Soffit IR Reflection Options - Visor, Paint, Move?

jc_cshmny

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Just purchased two Amcrest IP8M-T2499EW-28MM turret cameras and need some kind of way to reduce the IR reflection. They are soffit mounted and are reflecting the IR horribly. I know, I know it's Amcrest and they're rebranded Dahuas. The price was right and it has the Starvis sensor as suggested elsewhere in the forum.

Does anyone have a visor accessory that they can recommend or just general advice on soffit mounting? I am willing to move the camera but would really prefer to keep it out of the elements as much as possible. I had one metal-enclosed camera like this get penetrated with water last year so a little wary.
 

TonyR

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A couple of images may help.

I say that because I don't know if you used a circular mounting box that would stand them off a bit and possibly help with the IR bounce back.
 

jc_cshmny

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A couple of images may help.

I say that because I don't know if you used a circular mounting box that would stand them off a bit and possibly help with the IR bounce back.
Good call. I can get images shortly, but I did not use a junction box or standoff of any kind. It is mounted directly to the soffit.
 
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Just purchased two Amcrest IP8M-T2499EW-28MM turret cameras and need some kind of way to reduce the IR reflection. They are soffit mounted and are reflecting the IR horribly. I know, I know it's Amcrest and they're rebranded Dahuas. The price was right and it has the Starvis sensor as suggested elsewhere in the forum.

Does anyone have a visor accessory that they can recommend or just general advice on soffit mounting? I am willing to move the camera but would really prefer to keep it out of the elements as much as possible. I had one metal-enclosed camera like this get penetrated with water last year so a little wary.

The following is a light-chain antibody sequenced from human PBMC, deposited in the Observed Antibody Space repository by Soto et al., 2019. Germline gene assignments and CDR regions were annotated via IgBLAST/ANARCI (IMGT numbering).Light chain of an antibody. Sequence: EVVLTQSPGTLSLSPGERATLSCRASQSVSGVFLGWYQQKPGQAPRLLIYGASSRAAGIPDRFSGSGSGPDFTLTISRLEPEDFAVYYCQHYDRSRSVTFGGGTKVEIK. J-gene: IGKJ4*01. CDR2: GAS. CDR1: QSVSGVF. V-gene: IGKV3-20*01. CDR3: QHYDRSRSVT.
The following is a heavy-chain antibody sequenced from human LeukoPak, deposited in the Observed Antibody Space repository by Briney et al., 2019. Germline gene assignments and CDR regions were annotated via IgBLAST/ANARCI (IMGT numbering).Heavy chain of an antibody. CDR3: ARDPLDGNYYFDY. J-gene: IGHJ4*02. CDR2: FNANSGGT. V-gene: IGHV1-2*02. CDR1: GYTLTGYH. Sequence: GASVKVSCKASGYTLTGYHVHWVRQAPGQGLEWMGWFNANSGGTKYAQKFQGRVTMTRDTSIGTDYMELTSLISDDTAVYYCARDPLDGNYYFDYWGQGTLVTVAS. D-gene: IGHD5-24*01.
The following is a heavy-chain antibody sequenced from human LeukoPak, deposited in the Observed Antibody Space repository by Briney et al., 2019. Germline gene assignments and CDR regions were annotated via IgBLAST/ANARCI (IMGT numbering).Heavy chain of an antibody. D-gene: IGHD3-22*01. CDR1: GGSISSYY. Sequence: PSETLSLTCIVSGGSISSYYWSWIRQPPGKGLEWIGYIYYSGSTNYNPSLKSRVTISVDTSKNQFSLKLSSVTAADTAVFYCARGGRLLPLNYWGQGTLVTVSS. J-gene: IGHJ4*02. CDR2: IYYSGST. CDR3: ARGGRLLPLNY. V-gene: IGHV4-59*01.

Where I couldnt avoid it - I angled the camera to avoid as much of the soffit as possible. I also found using black tape (such as gorrila duct tape) on the parts that refelect the worst to help - this dramatically improved image qulaity.

obviously, depending on the level of light you have - would you get away with running with the IR off at night?
 

jc_cshmny

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Easiest thing to do is get the soffit out of the frame/view of the camera. I have multiple Dahuas mounted directly to the soffits and don't have a problem with IR reflections.
There is actually no soffit in the view of the camera. I am assuming it is the soffit based on when I lower the angle, the reflection nearly disappears. This particular camera is mounted on a 1-story soffit about 9ft off the ground. If I lower the angle any more, I will miss the driveway that I am trying to capture.
 

bigredfish

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I’ve had the same problem with turrets under eaves. It’s a challenge. Now I use bullets and have not had a problem.
 

jc_cshmny

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I’ve had the same problem with turrets under eaves. It’s a challenge. Now I use bullets and have not had a problem.